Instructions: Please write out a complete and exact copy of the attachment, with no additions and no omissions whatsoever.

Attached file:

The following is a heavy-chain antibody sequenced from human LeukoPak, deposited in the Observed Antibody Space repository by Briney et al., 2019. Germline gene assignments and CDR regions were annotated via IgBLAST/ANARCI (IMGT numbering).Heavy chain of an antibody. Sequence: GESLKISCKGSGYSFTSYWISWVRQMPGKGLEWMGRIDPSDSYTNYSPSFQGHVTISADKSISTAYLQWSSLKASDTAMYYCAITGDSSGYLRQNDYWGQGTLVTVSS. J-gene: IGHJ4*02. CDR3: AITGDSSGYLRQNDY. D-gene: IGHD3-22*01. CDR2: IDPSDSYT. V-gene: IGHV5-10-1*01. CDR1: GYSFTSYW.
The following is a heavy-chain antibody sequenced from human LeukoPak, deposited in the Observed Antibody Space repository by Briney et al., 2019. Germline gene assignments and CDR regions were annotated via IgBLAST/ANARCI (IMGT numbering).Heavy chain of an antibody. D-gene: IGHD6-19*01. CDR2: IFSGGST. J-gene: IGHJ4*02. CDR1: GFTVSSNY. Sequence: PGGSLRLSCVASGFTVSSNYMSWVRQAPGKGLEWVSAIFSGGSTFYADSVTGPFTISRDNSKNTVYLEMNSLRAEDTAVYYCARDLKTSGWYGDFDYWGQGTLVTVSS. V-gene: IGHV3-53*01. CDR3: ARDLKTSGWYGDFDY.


The following is a heavy-chain antibody sequenced from human LeukoPak, deposited in the Observed Antibody Space repository by Briney et al., 2019. Germline gene assignments and CDR regions were annotated via IgBLAST/ANARCI (IMGT numbering).Heavy chain of an antibody. Sequence: GESLKISCKGSGYSFTSYWISWVRQMPGKGLEWMGRIDPSDSYTNYSPSFQGHVTISADKSISTAYLQWSSLKASDTAMYYCAITGDSSGYLRQNDYWGQGTLVTVSS. J-gene: IGHJ4*02. CDR3: AITGDSSGYLRQNDY. D-gene: IGHD3-22*01. CDR2: IDPSDSYT. V-gene: IGHV5-10-1*01. CDR1: GYSFTSYW.
The following is a heavy-chain antibody sequenced from human LeukoPak, deposited in the Observed Antibody Space repository by Briney et al., 2019. Germline gene assignments and CDR regions were annotated via IgBLAST/ANARCI (IMGT numbering).Heavy chain of an antibody. D-gene: IGHD6-19*01. CDR2: IFSGGST. J-gene: IGHJ4*02. CDR1: GFTVSSNY. Sequence: PGGSLRLSCVASGFTVSSNYMSWVRQAPGKGLEWVSAIFSGGSTFYADSVTGPFTISRDNSKNTVYLEMNSLRAEDTAVYYCARDLKTSGWYGDFDYWGQGTLVTVSS. V-gene: IGHV3-53*01. CDR3: ARDLKTSGWYGDFDY.